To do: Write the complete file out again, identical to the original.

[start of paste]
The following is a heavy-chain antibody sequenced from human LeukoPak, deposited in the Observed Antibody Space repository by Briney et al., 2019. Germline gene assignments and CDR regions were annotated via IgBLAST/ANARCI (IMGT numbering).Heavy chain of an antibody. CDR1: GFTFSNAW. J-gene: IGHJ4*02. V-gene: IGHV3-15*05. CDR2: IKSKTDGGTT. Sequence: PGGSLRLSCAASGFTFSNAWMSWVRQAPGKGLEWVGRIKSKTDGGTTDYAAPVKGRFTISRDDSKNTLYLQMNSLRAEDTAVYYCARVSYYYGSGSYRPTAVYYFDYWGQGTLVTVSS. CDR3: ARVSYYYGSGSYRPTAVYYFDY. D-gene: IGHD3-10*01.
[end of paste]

The following is a heavy-chain antibody sequenced from human LeukoPak, deposited in the Observed Antibody Space repository by Briney et al., 2019. Germline gene assignments and CDR regions were annotated via IgBLAST/ANARCI (IMGT numbering).Heavy chain of an antibody. CDR1: GFTFSNAW. J-gene: IGHJ4*02. V-gene: IGHV3-15*05. CDR2: IKSKTDGGTT. Sequence: PGGSLRLSCAASGFTFSNAWMSWVRQAPGKGLEWVGRIKSKTDGGTTDYAAPVKGRFTISRDDSKNTLYLQMNSLRAEDTAVYYCARVSYYYGSGSYRPTAVYYFDYWGQGTLVTVSS. CDR3: ARVSYYYGSGSYRPTAVYYFDY. D-gene: IGHD3-10*01.